Lizzie Chen /NPR
By Elizabeth Blair, NPR
Over the years, there have been a lot of claims about the benefits of the arts on the mind: Listening to Mozart makes you smarter; playing an instrument makes you better at math. One program — funded in part by the federal government — is putting these theories to the test. The Turnaround Arts Initiative, spearheaded by the President’s Committee on the Arts and the Humanities, is using an intensive arts curriculum to try and improve eight low-performing schools.
They’re located in Denver; New Orleans; Des Moines, Iowa; and on a reservation in Montana, among other places, and they all serve students from poor families. Some were considered to be the lowest-performing schools in their states.
“They were schools where kids seemed defeated and resigned,” says the committee’s executive director, Rachel Goslins. “There wasn’t a lot of motion or purpose or energy in the halls. They were schools that had failed for a long time.”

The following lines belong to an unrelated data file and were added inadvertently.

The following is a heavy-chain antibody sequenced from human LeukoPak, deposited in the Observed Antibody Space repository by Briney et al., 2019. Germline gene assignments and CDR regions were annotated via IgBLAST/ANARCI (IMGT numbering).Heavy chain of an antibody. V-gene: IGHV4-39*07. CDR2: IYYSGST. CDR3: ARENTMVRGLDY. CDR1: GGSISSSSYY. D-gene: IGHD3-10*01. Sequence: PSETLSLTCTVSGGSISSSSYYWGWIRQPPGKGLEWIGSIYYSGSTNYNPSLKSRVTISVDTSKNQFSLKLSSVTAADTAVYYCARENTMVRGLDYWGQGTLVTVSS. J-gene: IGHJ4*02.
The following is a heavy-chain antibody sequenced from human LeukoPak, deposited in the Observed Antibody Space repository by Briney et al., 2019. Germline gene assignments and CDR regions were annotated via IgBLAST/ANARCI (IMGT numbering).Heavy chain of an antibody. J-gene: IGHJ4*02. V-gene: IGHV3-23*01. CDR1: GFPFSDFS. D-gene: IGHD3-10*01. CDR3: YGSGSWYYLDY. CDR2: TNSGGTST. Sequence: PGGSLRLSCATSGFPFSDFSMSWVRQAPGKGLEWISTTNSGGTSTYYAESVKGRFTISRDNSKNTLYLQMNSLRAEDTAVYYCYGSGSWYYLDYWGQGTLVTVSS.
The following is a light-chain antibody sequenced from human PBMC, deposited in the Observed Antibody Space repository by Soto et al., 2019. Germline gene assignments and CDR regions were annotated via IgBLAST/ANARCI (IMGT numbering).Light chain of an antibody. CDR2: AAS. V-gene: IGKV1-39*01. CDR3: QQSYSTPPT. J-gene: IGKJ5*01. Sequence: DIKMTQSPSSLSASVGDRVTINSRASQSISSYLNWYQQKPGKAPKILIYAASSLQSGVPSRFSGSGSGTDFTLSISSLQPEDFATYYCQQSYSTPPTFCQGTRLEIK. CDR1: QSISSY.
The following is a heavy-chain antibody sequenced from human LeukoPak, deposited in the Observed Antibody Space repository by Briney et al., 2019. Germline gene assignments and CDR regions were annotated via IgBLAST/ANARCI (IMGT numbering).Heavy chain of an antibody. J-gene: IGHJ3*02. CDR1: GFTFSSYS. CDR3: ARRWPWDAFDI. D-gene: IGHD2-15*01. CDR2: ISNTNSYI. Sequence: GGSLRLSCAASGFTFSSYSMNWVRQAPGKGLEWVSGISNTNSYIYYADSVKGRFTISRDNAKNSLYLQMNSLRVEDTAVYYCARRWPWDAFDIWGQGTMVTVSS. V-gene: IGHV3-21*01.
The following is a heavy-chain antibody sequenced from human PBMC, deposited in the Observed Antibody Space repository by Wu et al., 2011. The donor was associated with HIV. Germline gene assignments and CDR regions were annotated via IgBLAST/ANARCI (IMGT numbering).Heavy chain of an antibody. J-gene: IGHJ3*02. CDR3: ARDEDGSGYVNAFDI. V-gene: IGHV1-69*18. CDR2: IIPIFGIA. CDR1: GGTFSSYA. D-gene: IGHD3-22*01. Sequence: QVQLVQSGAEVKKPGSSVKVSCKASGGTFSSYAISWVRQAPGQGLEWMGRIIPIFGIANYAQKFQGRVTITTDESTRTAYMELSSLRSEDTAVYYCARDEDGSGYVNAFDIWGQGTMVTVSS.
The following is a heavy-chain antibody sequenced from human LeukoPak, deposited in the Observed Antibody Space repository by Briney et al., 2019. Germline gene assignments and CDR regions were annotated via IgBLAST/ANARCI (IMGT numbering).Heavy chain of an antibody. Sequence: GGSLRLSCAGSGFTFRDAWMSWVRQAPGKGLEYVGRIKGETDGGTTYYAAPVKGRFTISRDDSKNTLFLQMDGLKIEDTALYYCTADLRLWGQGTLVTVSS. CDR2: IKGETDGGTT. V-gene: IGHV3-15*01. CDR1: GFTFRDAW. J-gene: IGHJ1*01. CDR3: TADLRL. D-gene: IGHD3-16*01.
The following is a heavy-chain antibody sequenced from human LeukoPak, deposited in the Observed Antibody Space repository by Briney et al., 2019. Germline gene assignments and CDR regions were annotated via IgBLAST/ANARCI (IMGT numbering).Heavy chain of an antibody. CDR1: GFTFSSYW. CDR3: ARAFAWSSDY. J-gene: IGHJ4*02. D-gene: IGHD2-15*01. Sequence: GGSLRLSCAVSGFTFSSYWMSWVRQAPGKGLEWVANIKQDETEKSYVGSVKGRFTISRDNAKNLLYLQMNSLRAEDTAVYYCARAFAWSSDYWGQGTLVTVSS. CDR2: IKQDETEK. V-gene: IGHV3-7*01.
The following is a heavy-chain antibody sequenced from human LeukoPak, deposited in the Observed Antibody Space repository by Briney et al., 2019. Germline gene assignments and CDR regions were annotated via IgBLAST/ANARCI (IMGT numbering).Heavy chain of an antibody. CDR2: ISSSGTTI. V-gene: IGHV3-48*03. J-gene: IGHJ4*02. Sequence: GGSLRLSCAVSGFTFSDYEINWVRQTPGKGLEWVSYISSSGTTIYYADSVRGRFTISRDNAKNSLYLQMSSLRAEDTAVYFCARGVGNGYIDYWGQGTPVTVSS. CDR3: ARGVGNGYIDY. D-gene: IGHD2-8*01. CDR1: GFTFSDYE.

Third-grader Jionni Anderson remembers what it was like. She’s a student at Savoy Elementary School in Washington, D.C., one of the schools selected for the program.
“In first and second grade we had white walls,” Anderson says. “And it didn’t look right in our school. So that’s when our art teacher, Miss Hayes, and the art club, they painted different colors on the walls.”
Bold colors — greens, oranges and reds. Initially, the school had an art teacher but it didn’t have money for supplies or an art club. That all changed when Savoy became part of the Turnaround Arts Initiative. Continue reading